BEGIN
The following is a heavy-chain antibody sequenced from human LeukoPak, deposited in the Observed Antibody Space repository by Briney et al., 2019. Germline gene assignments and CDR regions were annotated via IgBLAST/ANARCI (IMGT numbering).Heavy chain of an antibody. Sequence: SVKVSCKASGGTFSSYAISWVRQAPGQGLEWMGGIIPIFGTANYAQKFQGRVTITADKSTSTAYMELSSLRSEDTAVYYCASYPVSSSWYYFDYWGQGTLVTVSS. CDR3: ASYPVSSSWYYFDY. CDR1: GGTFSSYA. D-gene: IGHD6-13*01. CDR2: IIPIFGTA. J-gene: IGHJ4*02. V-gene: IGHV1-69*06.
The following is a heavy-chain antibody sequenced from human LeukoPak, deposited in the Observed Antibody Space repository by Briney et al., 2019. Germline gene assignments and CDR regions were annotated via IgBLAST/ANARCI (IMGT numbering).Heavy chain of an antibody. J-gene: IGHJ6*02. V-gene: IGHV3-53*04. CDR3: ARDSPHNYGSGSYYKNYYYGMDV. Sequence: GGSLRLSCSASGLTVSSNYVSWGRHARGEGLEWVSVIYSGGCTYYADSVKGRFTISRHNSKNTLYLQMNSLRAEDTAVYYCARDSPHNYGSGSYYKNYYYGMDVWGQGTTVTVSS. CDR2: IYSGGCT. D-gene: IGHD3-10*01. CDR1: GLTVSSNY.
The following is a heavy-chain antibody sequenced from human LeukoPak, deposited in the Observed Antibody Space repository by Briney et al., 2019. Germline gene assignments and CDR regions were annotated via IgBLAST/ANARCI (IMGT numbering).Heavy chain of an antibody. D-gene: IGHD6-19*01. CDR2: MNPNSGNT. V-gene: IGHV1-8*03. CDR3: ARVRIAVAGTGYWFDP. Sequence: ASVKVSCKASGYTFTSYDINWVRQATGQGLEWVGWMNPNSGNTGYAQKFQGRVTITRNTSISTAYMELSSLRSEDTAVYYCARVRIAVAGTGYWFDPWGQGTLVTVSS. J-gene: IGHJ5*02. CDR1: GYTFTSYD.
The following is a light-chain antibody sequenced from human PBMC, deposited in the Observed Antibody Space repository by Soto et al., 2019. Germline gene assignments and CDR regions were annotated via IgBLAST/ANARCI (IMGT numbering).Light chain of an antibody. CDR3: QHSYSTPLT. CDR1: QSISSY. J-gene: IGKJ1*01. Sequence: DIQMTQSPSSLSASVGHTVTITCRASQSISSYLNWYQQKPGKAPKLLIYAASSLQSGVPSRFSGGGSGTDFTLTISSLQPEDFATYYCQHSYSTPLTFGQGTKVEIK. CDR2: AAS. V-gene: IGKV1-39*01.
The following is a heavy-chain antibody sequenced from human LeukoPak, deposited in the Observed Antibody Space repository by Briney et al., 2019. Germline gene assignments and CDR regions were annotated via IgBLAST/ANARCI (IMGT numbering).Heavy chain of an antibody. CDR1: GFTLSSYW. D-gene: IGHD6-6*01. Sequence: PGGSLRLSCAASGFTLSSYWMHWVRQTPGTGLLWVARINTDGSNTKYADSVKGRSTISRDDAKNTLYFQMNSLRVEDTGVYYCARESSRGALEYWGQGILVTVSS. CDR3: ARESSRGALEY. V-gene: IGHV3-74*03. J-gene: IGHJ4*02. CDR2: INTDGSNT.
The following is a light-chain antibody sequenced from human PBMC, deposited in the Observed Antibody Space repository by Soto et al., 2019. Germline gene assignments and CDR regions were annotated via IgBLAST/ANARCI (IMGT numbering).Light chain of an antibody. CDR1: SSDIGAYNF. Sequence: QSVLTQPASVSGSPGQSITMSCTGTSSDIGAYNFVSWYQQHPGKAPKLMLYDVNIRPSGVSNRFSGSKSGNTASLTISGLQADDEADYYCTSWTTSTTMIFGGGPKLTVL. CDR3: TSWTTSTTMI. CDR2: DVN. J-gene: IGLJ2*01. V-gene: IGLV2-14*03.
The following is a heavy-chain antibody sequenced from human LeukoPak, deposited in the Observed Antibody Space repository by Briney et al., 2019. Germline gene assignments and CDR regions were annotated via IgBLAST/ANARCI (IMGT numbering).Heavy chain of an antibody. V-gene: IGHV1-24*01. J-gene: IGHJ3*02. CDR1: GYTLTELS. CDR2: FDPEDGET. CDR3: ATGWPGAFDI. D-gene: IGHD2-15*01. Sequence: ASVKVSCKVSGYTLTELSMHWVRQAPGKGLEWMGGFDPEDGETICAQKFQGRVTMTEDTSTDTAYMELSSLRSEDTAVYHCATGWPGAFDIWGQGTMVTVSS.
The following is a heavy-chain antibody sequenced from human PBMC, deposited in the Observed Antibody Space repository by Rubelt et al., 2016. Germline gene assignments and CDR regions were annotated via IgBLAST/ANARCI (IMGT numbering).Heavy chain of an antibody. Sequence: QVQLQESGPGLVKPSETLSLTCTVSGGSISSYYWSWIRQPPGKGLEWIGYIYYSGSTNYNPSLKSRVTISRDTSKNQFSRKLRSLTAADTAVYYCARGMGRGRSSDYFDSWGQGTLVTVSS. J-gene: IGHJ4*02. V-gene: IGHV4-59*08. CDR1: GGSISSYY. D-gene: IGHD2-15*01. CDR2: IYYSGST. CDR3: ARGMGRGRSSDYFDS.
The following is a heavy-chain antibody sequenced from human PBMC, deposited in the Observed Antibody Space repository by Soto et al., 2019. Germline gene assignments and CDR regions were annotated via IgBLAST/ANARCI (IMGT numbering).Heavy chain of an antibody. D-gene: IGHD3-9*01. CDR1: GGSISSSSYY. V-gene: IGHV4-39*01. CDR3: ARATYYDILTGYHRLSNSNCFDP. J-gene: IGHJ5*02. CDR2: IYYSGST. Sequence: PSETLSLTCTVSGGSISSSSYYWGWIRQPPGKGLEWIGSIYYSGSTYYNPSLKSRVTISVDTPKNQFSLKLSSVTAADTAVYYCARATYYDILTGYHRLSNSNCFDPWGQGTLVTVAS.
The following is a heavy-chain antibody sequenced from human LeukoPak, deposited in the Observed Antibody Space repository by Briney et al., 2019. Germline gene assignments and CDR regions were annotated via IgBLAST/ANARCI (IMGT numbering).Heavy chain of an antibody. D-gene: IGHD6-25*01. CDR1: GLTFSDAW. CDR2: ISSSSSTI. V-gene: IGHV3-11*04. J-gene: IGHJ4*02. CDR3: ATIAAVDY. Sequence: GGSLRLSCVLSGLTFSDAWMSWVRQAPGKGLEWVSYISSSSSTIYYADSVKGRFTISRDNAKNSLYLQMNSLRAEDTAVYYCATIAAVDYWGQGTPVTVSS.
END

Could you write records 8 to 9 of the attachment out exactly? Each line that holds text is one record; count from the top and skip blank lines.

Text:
The following is a heavy-chain antibody sequenced from human PBMC, deposited in the Observed Antibody Space repository by Rubelt et al., 2016. Germline gene assignments and CDR regions were annotated via IgBLAST/ANARCI (IMGT numbering).Heavy chain of an antibody. Sequence: QVQLQESGPGLVKPSETLSLTCTVSGGSISSYYWSWIRQPPGKGLEWIGYIYYSGSTNYNPSLKSRVTISRDTSKNQFSRKLRSLTAADTAVYYCARGMGRGRSSDYFDSWGQGTLVTVSS. J-gene: IGHJ4*02. V-gene: IGHV4-59*08. CDR1: GGSISSYY. D-gene: IGHD2-15*01. CDR2: IYYSGST. CDR3: ARGMGRGRSSDYFDS.
The following is a heavy-chain antibody sequenced from human PBMC, deposited in the Observed Antibody Space repository by Soto et al., 2019. Germline gene assignments and CDR regions were annotated via IgBLAST/ANARCI (IMGT numbering).Heavy chain of an antibody. D-gene: IGHD3-9*01. CDR1: GGSISSSSYY. V-gene: IGHV4-39*01. CDR3: ARATYYDILTGYHRLSNSNCFDP. J-gene: IGHJ5*02. CDR2: IYYSGST. Sequence: PSETLSLTCTVSGGSISSSSYYWGWIRQPPGKGLEWIGSIYYSGSTYYNPSLKSRVTISVDTPKNQFSLKLSSVTAADTAVYYCARATYYDILTGYHRLSNSNCFDPWGQGTLVTVAS.